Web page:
Lawmakers in Connecticut have proposed legislation after Bridgeport Police failed to notify the families of Brenda Lee Rawls and Lauren Smith-Fields of their deaths on Dec. 12.
The new death notification bill, HB-5349, would require the police statewide to notify next of kin within 24 hours of a person’s death.
Brenda Lee Rawls’ family told NBC Connecticut that the Bridgeport Police Department did not notify them of her death. They learned of Rawls’ death after they went to the house of her acquaintance, who told them she had died.
Lauren Smith-Fields’ family found out about her death from her landlord after they hadn’t heard from her and began searching. Fields’ father, Everette Smith, said they found out she had died several days after his daughter’s death and never received a death notification from the Bridgeport Police Department.
“We didn’t even get a phone call, we had to search and dig and find out my daughter’s death through a fourth party,” said Smith. “Everyday is a challenge, it’s a delay reprieve, it’s a delay reprieve to try and understand.”
Twenty-three-year-old Fields died from a fentanyl overdose after a date with a white man she met on Bumble, Matthew Lafountain. Fifty-three-year-old Rawls’ reportedly died of cardiovascular disease with a contributing factor of diabetes.
Both women died on Dec. 12, but due to a lack of respect and professionalism from the Bridgeport Police Department, neither family was notified their loved ones had passed away. Lauren Smith-Fields’ mother, Shantell Fields, told NBC Connecticut that they were deprived of human decency.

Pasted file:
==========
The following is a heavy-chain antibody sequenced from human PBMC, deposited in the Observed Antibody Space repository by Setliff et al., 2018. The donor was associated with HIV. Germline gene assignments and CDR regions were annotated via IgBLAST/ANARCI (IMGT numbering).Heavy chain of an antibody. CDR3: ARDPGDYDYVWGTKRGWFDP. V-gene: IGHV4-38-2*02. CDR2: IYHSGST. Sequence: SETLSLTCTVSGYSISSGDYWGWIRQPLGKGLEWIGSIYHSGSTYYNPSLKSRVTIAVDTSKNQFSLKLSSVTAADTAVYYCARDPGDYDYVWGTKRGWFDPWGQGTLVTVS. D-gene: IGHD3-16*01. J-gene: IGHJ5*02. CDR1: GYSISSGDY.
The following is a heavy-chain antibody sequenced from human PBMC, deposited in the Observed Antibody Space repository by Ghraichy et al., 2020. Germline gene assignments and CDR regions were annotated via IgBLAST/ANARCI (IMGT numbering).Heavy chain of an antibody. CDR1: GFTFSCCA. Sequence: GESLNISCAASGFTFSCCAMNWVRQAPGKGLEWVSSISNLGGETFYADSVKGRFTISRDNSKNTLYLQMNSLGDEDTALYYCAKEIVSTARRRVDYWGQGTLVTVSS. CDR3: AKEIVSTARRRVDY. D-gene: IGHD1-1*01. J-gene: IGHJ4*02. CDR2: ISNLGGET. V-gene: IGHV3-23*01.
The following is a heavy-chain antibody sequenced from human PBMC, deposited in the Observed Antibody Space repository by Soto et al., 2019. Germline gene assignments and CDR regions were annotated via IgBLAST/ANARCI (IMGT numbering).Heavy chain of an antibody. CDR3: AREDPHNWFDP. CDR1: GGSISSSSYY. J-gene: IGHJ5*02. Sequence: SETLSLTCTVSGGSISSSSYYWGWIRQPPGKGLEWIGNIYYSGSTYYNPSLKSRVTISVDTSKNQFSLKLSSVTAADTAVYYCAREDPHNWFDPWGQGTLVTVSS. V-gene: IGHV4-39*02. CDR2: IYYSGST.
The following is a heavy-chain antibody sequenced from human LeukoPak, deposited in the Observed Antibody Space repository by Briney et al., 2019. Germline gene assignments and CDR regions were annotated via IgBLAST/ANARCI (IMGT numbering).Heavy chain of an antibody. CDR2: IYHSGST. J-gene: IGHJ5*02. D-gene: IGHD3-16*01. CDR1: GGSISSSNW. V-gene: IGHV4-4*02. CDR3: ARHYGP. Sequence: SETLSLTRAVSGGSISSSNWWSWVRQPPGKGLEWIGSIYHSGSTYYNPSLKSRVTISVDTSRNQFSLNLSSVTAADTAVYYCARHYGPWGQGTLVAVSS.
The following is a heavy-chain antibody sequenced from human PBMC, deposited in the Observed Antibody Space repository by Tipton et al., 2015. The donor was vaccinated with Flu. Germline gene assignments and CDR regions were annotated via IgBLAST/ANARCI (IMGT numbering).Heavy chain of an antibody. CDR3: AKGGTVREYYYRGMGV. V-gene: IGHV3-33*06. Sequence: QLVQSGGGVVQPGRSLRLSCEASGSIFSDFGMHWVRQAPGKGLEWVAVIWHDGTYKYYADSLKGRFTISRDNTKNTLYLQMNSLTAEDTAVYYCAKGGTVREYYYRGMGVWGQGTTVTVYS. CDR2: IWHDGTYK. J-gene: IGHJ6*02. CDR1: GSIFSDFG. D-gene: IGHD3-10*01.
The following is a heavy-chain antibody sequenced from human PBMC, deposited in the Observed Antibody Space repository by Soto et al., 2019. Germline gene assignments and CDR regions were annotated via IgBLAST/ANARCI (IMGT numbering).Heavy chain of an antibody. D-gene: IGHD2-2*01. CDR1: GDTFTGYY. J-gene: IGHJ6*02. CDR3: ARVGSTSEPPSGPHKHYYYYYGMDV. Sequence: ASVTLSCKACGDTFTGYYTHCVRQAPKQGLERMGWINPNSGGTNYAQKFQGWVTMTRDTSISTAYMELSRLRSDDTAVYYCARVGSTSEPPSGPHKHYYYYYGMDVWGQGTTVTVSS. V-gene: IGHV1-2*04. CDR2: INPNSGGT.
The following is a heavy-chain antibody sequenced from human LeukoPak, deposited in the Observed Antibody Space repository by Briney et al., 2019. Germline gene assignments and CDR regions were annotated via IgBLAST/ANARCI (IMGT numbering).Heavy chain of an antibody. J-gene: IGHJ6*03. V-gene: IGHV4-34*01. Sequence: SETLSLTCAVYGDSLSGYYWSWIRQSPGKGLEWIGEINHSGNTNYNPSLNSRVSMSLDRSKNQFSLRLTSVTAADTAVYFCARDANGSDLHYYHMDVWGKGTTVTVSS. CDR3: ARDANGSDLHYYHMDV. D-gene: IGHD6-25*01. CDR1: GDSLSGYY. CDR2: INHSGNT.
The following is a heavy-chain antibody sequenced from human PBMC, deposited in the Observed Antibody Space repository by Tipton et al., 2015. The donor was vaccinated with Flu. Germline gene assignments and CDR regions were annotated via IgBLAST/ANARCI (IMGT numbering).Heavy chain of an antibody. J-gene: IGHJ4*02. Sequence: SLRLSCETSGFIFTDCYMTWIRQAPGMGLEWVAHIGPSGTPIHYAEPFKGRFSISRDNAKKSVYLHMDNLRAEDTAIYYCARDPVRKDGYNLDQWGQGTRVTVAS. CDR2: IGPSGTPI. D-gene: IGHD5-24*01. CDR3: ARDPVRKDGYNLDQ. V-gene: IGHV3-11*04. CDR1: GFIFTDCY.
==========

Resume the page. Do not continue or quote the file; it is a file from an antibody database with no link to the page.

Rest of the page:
“On December 13, our family did not receive human decency, sensitivity and common respect after the death of Lauren,” she said.
Dorothy Washington, Rawls’ sister, was irritated by a statement from the city noting they were closing the case after an autopsy revealed she died of natural causes.
“They never opened an investigation into her death, so what are they talking about?” she said. “The investigation we want is how they dropped the ball in handling my sister’s case and how they treated the family like trash.”
She added that the police have still not contacted the family.
“We also had to search for our sister, me and my family,” said Washington. “To this day, we have not had a meeting or anything with police officers, or the police department, they have not entertained meeting with us at all.”
State Senator Dennis Bradley co-sponsored the legislation and said all families should be treated with dignity during such a delicate time.
“This is such a basic concept that we think should take place in the state of Connecticut to ensure human dignity, we want to make sure that the family is treated with a delicacy in a delicate situation that it deserves,” said Bradley. “This piece of legislation, although at it’s first glance sounds pretty fundamental, will be monumental to ensure that we make a bridge between police departments and families.”